Joannicus was born in Bithynia in A.D. 754 and died on this day in 846. He was a soldier until he was forty years old but then left the army and devoted his life to asceticism and penitence, at first as a hermit and later as abbot, healer and spiritual guide. He was the founder of many monasteries and became one of the most influential monastics of the 9th century, earning the epithet ‘the Great.’ He was also a fervent defender of the veneration of icons in the midst of the iconoclast persecution of the monks that followed the 7th Œcumenical Council.
The Emperor Theophilus, who reigned from 829 to 842, the most fanatical of the iconoclast emperors, beginning to doubt his heresy in the last year of his life, asked St Joannicus’s counsel. The saint replied, ‘Whoever refuses due honour to the images of Christ, of the Mother of God and of the Saints will not be received into the kingdom of heaven, even if he has lived an otherwise blameless life. As those who treat images of the Emperor with disrespect are severely punished, so those who dishonour the image of Christ will be cast into everlasting fire.’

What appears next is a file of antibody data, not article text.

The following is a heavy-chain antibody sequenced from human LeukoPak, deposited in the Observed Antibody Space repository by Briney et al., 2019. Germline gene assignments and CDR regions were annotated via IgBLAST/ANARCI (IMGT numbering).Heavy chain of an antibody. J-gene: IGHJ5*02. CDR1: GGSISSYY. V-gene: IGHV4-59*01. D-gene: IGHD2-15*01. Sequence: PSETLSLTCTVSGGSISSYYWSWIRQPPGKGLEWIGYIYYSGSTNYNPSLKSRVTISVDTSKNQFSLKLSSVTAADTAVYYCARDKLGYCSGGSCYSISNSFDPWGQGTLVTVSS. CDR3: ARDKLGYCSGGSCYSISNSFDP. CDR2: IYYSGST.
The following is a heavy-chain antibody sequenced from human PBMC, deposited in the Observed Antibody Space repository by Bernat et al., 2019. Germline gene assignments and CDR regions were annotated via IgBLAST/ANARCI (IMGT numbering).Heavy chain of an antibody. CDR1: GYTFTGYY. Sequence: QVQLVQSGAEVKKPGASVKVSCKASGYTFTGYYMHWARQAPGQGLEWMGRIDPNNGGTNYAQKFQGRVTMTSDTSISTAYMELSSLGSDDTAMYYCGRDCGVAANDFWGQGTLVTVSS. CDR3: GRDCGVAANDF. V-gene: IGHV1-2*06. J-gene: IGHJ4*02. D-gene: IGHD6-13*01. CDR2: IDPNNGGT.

With the restoration of the veneration of icons by the Empress Theodora in 843, St Methodius, Patriarch of Constantinople, spent the next years restoring order in the Church, disciplining those of the clergy who had fallen into the iconoclast heresy but showing leniency to those ready to repent. This policy of moderation was unacceptable to some of the more rigid iconophiles, including the monks of the Studium Monastery in Constantinople. St Joannicus, who was a friend of St Methodius’s, therefore came to Constantinople and lent his great influence to the policy of lenience.
Occasional comments by a convert to Orthodoxy.